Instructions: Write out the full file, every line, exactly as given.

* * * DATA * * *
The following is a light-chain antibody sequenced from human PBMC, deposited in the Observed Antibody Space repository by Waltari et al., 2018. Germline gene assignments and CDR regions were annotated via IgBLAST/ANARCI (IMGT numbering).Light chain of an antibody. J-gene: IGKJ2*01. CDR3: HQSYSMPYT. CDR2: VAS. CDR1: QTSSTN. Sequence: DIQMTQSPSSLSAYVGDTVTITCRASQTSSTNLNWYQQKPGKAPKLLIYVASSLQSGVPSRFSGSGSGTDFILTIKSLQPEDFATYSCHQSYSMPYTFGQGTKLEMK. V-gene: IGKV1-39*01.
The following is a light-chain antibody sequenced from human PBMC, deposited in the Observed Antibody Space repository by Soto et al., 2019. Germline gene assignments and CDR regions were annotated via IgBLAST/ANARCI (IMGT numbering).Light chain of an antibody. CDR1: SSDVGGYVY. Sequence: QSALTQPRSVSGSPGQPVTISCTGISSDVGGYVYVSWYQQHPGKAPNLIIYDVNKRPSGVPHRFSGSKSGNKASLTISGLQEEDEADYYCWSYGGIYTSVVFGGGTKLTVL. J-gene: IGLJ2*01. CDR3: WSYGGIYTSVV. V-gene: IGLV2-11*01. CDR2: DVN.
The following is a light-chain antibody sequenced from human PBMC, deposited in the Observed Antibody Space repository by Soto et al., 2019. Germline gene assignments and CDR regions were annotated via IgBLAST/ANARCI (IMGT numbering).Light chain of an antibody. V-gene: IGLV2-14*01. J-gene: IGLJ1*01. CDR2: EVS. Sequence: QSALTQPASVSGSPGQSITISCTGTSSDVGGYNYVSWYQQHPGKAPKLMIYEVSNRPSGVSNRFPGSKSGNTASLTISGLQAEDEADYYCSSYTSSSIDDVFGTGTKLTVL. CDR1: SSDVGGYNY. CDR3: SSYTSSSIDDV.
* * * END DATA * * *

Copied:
The following is a light-chain antibody sequenced from human PBMC, deposited in the Observed Antibody Space repository by Waltari et al., 2018. Germline gene assignments and CDR regions were annotated via IgBLAST/ANARCI (IMGT numbering).Light chain of an antibody. J-gene: IGKJ2*01. CDR3: HQSYSMPYT. CDR2: VAS. CDR1: QTSSTN. Sequence: DIQMTQSPSSLSAYVGDTVTITCRASQTSSTNLNWYQQKPGKAPKLLIYVASSLQSGVPSRFSGSGSGTDFILTIKSLQPEDFATYSCHQSYSMPYTFGQGTKLEMK. V-gene: IGKV1-39*01.
The following is a light-chain antibody sequenced from human PBMC, deposited in the Observed Antibody Space repository by Soto et al., 2019. Germline gene assignments and CDR regions were annotated via IgBLAST/ANARCI (IMGT numbering).Light chain of an antibody. CDR1: SSDVGGYVY. Sequence: QSALTQPRSVSGSPGQPVTISCTGISSDVGGYVYVSWYQQHPGKAPNLIIYDVNKRPSGVPHRFSGSKSGNKASLTISGLQEEDEADYYCWSYGGIYTSVVFGGGTKLTVL. J-gene: IGLJ2*01. CDR3: WSYGGIYTSVV. V-gene: IGLV2-11*01. CDR2: DVN.
The following is a light-chain antibody sequenced from human PBMC, deposited in the Observed Antibody Space repository by Soto et al., 2019. Germline gene assignments and CDR regions were annotated via IgBLAST/ANARCI (IMGT numbering).Light chain of an antibody. V-gene: IGLV2-14*01. J-gene: IGLJ1*01. CDR2: EVS. Sequence: QSALTQPASVSGSPGQSITISCTGTSSDVGGYNYVSWYQQHPGKAPKLMIYEVSNRPSGVSNRFPGSKSGNTASLTISGLQAEDEADYYCSSYTSSSIDDVFGTGTKLTVL. CDR1: SSDVGGYNY. CDR3: SSYTSSSIDDV.